Laura Parke's Alaskan Malamute

Saving Kuma

Chilliwack, Alaskan Malamute, fundraiser, salivary mucocele

The fundraising poster reads Saving Kuma, but it could just as equally be titled Loving Kuma.

Laura Parke and Alex Letkeman love their dog as though she were their flesh-and-blood daughter. They laugh with her, play with her, show her off every chance they get. They even got secondary jobs to ensure their girl didn’t go without.

And when she got sick at six months old, they did whatever they could to make her better – just as most parents would.

Kuma is a one-and-a-half year old Alaskan Malamute, a large, domestic breed dog that looks to be a cross between a wolf and a husky, who has an easy, attention-getting, loves-to-be-pet, child-like temperament.

She also has salivary mucocele, a serious genetic condition that if left untreated could become fatal.

A specialized surgery to correct the condition is $3,000, an expense the young family is struggling to meet.

A fundraising webpage has been set up for Kuma in hopes of raising the funds before further complications arise.

So far, $1,718 has been raised.

Salivary mucocele causes calcium deposits, similar to kidney stones, to build up in the salivary ducts. Over time, the ducts get blocked, which results in saliva building up and collecting in pockets under the tongue.

When the first pocket was discovered, the family veterinarian lanced and drained it. That was the first of Kuma’s surgeries.

The pockets continued to fill; Kuma’s had three surgeries to drain them. In April, a large grapefruit-sized blockage was found in her neck.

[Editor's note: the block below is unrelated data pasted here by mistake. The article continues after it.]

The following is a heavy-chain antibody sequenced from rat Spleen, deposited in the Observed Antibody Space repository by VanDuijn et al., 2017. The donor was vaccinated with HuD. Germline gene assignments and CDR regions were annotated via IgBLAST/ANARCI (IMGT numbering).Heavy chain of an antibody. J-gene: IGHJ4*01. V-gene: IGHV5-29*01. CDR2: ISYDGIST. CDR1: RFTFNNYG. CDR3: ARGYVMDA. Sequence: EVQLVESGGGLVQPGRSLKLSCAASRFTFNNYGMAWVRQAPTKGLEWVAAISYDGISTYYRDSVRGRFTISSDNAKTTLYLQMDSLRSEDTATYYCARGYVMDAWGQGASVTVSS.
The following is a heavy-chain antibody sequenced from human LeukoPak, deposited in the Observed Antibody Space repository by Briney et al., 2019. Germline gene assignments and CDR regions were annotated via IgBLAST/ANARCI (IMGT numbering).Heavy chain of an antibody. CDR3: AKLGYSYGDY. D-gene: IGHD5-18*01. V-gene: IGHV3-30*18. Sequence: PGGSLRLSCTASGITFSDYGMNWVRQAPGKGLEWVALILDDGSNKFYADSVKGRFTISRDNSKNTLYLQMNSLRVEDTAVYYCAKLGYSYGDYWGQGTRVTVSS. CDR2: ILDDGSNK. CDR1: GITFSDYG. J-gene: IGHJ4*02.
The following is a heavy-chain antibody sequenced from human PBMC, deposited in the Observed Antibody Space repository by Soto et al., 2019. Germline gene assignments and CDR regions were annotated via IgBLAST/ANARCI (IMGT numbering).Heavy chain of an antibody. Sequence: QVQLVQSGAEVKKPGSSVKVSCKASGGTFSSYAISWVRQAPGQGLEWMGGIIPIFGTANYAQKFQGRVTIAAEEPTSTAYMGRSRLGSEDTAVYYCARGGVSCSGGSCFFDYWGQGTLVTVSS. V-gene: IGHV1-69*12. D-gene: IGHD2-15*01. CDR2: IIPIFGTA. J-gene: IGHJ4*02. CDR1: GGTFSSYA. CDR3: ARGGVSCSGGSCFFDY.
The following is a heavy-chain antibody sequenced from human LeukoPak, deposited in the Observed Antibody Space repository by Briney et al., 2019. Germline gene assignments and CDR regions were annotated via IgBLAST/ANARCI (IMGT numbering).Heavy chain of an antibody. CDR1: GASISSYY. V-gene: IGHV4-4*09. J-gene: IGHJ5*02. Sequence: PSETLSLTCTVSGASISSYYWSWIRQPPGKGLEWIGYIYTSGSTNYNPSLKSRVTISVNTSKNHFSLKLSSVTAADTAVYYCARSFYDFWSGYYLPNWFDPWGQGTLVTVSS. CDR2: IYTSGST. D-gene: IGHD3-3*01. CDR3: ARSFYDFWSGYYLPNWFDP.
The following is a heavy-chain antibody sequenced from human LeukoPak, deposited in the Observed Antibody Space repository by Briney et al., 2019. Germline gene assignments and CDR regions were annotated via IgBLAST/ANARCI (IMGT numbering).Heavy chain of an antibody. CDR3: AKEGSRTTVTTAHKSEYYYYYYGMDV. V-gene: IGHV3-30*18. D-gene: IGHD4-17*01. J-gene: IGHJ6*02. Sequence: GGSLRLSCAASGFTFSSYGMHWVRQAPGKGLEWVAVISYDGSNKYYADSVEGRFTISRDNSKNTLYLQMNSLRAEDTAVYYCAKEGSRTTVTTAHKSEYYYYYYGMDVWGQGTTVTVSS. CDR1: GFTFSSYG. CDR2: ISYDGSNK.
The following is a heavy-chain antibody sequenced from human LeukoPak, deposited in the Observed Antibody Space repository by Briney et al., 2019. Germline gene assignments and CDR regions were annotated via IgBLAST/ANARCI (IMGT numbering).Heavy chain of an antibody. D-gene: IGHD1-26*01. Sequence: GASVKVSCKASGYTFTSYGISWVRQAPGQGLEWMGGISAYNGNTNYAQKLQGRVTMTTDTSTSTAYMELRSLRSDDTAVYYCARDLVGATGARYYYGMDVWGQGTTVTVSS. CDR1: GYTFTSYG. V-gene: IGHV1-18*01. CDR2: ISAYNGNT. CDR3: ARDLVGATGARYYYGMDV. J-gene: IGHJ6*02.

“It was full of saliva,” says Parke. When one of her ducts got blocked and burst due to the pressure, “it forced the problem down into her neck.”

Kuma was put on the operating table yet again where the lump was drained for five days. But not even 12 hours after the wound closed, the lump started filling again.

Kuma’s vet could do no more.

A specialist in Langley told them their best option would be to remove all of Kuma’s lower salivary glands, leaving her with just a couple near her ears. The surgery is $3,000.

Parke and Letkeman have already spent $2,600 on the four prior surgeries; their funds are fast diminishing.

Right around the same time Kuma’s last lump was discovered, Parke was diagnosed with tendonitis in her right elbow. As a result, she was off work for close to two months and is only now on a back-to-work program where she’s only able to work four hours maximum a day, which amounts to approximately 15-20 hours a week; not enough to afford Kuma’s surgery.

Without surgery, the lump will continue to grow and the risk for infection is high.

Kuma is already suffering.

“When she lays on her back, which is her favourite way to sleep, the lump compresses her airways and she gurgles and chokes because of the pressure,” says Parke.

“If we left the lump alone, it would become too large, it would affect her mobility, eating and drinking … I don’t want her to suffer.”

Some have chided the couple for getting an animal without having a bank account large enough to manage medical emergencies. Parke, however, said they were prepared. They had done extensive research in what it would take to care for a dog and what kind of dog would be perfect for their lifestyle. And they got secondary jobs to afford a doggy daycare so Kuma wouldn’t be alone and wouldn’t have to be kept in a crate for eight hours a day.

(The daycare is now donating Kuma’s bill to her surgery fund.)

When asked about the possibility of having to put Kuma down if the condition worsens, Parkes face grew visibly pained.

“I don’t even want to think about that. She has become such a part of our family and is so attached to us, and we’re so attached to her.

“She’s only a year and a half, she still has a long life ahead of her.”

For more information and updates on Kuma, or to donate via paypal, visit her website at www.helpkuma.webs.com.

Donation sites have also been set up at Posh Paws City Kennel on Broadway, and Scruffy Tail Pet Food and Supplies on Promontory.

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